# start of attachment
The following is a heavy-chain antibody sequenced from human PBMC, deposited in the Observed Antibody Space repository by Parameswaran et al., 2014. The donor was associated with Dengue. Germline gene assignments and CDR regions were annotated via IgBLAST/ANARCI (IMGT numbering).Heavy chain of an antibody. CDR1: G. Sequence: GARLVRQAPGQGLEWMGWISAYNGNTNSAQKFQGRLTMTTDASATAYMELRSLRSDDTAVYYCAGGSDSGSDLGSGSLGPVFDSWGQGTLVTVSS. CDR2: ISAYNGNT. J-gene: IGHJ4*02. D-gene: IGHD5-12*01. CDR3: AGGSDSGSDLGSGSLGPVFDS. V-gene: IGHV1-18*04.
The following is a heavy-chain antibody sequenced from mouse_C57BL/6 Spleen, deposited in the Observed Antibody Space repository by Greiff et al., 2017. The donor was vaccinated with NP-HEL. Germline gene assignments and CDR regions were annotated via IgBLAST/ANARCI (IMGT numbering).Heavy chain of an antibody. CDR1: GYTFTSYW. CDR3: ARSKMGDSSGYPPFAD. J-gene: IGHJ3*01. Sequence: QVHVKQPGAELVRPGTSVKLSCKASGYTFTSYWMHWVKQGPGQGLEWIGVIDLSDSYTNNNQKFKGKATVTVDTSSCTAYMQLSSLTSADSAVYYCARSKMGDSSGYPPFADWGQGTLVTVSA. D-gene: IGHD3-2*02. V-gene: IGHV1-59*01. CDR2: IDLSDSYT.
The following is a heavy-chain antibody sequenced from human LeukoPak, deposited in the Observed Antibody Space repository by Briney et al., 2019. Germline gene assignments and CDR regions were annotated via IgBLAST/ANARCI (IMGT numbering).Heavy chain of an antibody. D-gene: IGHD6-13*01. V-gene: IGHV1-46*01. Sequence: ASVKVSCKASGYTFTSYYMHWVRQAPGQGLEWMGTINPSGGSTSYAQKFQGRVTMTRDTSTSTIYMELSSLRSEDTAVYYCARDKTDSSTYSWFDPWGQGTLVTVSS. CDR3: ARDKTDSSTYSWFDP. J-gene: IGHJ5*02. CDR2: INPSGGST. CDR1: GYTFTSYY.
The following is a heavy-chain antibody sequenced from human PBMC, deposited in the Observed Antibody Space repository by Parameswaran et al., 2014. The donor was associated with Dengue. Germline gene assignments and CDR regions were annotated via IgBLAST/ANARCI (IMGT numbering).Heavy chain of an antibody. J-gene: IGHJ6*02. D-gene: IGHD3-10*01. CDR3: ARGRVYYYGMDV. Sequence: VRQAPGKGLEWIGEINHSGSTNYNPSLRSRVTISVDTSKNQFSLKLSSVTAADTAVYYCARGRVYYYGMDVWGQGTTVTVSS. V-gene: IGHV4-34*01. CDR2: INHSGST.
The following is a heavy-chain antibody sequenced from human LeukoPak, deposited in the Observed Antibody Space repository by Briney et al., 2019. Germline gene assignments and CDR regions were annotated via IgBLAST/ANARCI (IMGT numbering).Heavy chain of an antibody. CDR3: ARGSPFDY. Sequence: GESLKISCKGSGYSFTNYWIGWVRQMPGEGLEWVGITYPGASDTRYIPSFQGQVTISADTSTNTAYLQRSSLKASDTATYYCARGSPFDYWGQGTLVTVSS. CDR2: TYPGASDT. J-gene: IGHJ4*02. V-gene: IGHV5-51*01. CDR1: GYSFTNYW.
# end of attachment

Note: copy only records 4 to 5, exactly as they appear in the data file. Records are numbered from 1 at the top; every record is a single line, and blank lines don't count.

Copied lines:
The following is a heavy-chain antibody sequenced from human PBMC, deposited in the Observed Antibody Space repository by Parameswaran et al., 2014. The donor was associated with Dengue. Germline gene assignments and CDR regions were annotated via IgBLAST/ANARCI (IMGT numbering).Heavy chain of an antibody. J-gene: IGHJ6*02. D-gene: IGHD3-10*01. CDR3: ARGRVYYYGMDV. Sequence: VRQAPGKGLEWIGEINHSGSTNYNPSLRSRVTISVDTSKNQFSLKLSSVTAADTAVYYCARGRVYYYGMDVWGQGTTVTVSS. V-gene: IGHV4-34*01. CDR2: INHSGST.
The following is a heavy-chain antibody sequenced from human LeukoPak, deposited in the Observed Antibody Space repository by Briney et al., 2019. Germline gene assignments and CDR regions were annotated via IgBLAST/ANARCI (IMGT numbering).Heavy chain of an antibody. CDR3: ARGSPFDY. Sequence: GESLKISCKGSGYSFTNYWIGWVRQMPGEGLEWVGITYPGASDTRYIPSFQGQVTISADTSTNTAYLQRSSLKASDTATYYCARGSPFDYWGQGTLVTVSS. CDR2: TYPGASDT. J-gene: IGHJ4*02. V-gene: IGHV5-51*01. CDR1: GYSFTNYW.